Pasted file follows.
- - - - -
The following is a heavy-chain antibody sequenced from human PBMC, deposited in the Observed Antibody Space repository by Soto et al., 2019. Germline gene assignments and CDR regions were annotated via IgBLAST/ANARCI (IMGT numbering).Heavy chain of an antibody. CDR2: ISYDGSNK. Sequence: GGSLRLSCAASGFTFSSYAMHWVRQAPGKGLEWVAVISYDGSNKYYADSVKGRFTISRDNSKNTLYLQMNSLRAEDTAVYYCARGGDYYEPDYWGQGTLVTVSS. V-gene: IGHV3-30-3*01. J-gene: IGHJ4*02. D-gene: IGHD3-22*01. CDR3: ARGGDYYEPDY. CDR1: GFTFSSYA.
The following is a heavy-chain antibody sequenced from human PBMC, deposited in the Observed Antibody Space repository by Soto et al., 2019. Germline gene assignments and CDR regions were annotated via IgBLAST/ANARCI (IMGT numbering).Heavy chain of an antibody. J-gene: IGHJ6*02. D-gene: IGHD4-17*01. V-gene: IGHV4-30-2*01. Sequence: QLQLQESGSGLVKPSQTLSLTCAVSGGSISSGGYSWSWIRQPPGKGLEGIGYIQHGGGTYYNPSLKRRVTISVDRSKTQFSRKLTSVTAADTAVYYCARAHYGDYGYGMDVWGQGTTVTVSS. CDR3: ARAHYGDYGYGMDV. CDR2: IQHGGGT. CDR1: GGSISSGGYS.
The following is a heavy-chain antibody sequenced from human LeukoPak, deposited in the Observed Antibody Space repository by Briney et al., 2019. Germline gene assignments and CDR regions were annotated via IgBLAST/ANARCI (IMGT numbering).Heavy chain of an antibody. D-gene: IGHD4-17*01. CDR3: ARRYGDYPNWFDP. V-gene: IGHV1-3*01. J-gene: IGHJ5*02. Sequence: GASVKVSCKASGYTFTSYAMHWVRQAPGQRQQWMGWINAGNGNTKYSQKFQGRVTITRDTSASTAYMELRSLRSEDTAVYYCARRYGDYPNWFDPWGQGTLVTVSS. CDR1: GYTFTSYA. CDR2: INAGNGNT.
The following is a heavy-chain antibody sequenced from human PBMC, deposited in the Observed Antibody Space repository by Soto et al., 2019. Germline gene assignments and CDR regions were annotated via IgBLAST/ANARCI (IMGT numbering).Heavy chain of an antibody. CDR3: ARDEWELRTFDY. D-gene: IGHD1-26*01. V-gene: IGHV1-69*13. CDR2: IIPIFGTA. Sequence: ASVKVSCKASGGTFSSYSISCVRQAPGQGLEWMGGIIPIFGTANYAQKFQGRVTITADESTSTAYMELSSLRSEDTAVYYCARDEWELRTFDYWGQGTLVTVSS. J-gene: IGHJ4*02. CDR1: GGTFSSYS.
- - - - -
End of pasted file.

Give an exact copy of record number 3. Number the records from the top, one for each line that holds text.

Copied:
The following is a heavy-chain antibody sequenced from human LeukoPak, deposited in the Observed Antibody Space repository by Briney et al., 2019. Germline gene assignments and CDR regions were annotated via IgBLAST/ANARCI (IMGT numbering).Heavy chain of an antibody. D-gene: IGHD4-17*01. CDR3: ARRYGDYPNWFDP. V-gene: IGHV1-3*01. J-gene: IGHJ5*02. Sequence: GASVKVSCKASGYTFTSYAMHWVRQAPGQRQQWMGWINAGNGNTKYSQKFQGRVTITRDTSASTAYMELRSLRSEDTAVYYCARRYGDYPNWFDPWGQGTLVTVSS. CDR1: GYTFTSYA. CDR2: INAGNGNT.